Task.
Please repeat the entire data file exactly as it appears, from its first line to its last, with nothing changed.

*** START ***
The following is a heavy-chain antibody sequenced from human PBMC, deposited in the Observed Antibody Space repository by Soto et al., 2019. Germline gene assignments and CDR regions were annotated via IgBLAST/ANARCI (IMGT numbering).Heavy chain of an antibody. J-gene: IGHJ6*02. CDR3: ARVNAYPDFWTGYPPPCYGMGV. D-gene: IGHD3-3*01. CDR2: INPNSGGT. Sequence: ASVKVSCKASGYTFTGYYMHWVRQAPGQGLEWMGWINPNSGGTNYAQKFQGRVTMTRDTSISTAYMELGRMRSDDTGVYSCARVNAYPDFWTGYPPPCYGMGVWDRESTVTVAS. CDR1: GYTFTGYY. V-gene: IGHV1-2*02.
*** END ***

The following is a heavy-chain antibody sequenced from human PBMC, deposited in the Observed Antibody Space repository by Soto et al., 2019. Germline gene assignments and CDR regions were annotated via IgBLAST/ANARCI (IMGT numbering).Heavy chain of an antibody. J-gene: IGHJ6*02. CDR3: ARVNAYPDFWTGYPPPCYGMGV. D-gene: IGHD3-3*01. CDR2: INPNSGGT. Sequence: ASVKVSCKASGYTFTGYYMHWVRQAPGQGLEWMGWINPNSGGTNYAQKFQGRVTMTRDTSISTAYMELGRMRSDDTGVYSCARVNAYPDFWTGYPPPCYGMGVWDRESTVTVAS. CDR1: GYTFTGYY. V-gene: IGHV1-2*02.